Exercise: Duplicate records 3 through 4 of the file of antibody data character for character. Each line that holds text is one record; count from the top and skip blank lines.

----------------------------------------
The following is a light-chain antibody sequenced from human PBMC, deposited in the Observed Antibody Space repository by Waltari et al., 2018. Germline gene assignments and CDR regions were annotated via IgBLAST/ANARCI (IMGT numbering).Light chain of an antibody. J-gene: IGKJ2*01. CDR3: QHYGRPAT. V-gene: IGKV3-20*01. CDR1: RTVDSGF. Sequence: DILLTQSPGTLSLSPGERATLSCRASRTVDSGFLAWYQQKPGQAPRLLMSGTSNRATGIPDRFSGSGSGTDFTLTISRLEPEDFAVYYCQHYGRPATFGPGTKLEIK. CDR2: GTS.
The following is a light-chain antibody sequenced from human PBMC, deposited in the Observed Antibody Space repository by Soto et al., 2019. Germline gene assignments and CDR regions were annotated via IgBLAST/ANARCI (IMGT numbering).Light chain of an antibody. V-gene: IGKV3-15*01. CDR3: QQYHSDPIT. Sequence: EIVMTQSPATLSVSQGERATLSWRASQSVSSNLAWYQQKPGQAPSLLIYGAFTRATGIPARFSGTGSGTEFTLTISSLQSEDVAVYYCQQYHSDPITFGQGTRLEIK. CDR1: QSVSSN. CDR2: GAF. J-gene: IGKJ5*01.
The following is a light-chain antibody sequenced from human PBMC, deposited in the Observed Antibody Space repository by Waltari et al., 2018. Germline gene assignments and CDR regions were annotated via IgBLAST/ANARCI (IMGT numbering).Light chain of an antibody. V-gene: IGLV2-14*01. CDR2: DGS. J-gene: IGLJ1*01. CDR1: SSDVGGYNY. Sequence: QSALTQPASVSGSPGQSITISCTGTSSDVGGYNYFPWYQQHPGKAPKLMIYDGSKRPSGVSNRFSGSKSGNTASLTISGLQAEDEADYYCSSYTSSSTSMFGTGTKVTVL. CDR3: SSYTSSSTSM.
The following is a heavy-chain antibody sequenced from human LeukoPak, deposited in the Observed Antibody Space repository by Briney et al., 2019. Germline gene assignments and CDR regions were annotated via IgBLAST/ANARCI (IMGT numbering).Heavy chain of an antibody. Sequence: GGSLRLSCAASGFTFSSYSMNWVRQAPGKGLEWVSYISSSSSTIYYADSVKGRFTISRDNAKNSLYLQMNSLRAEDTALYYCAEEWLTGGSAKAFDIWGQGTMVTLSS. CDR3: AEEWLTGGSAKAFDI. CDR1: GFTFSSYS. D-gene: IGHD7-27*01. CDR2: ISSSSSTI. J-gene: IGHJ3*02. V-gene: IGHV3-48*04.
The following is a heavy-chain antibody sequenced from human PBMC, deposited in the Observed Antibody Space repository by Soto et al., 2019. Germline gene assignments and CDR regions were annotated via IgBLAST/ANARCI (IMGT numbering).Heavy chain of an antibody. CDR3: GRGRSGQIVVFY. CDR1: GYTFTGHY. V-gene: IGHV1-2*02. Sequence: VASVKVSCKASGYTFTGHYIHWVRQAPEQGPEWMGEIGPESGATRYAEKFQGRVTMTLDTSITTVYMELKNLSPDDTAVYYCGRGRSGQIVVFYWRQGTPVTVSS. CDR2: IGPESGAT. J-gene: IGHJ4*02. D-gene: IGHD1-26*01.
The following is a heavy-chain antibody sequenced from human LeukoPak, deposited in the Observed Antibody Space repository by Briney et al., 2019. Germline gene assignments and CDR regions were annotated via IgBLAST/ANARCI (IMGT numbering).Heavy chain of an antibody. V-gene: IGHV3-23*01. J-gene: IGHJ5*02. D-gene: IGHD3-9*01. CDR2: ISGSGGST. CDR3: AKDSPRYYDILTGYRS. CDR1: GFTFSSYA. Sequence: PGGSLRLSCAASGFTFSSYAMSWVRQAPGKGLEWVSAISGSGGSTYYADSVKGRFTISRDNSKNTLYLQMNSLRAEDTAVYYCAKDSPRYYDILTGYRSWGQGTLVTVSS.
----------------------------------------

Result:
The following is a light-chain antibody sequenced from human PBMC, deposited in the Observed Antibody Space repository by Waltari et al., 2018. Germline gene assignments and CDR regions were annotated via IgBLAST/ANARCI (IMGT numbering).Light chain of an antibody. V-gene: IGLV2-14*01. CDR2: DGS. J-gene: IGLJ1*01. CDR1: SSDVGGYNY. Sequence: QSALTQPASVSGSPGQSITISCTGTSSDVGGYNYFPWYQQHPGKAPKLMIYDGSKRPSGVSNRFSGSKSGNTASLTISGLQAEDEADYYCSSYTSSSTSMFGTGTKVTVL. CDR3: SSYTSSSTSM.
The following is a heavy-chain antibody sequenced from human LeukoPak, deposited in the Observed Antibody Space repository by Briney et al., 2019. Germline gene assignments and CDR regions were annotated via IgBLAST/ANARCI (IMGT numbering).Heavy chain of an antibody. Sequence: GGSLRLSCAASGFTFSSYSMNWVRQAPGKGLEWVSYISSSSSTIYYADSVKGRFTISRDNAKNSLYLQMNSLRAEDTALYYCAEEWLTGGSAKAFDIWGQGTMVTLSS. CDR3: AEEWLTGGSAKAFDI. CDR1: GFTFSSYS. D-gene: IGHD7-27*01. CDR2: ISSSSSTI. J-gene: IGHJ3*02. V-gene: IGHV3-48*04.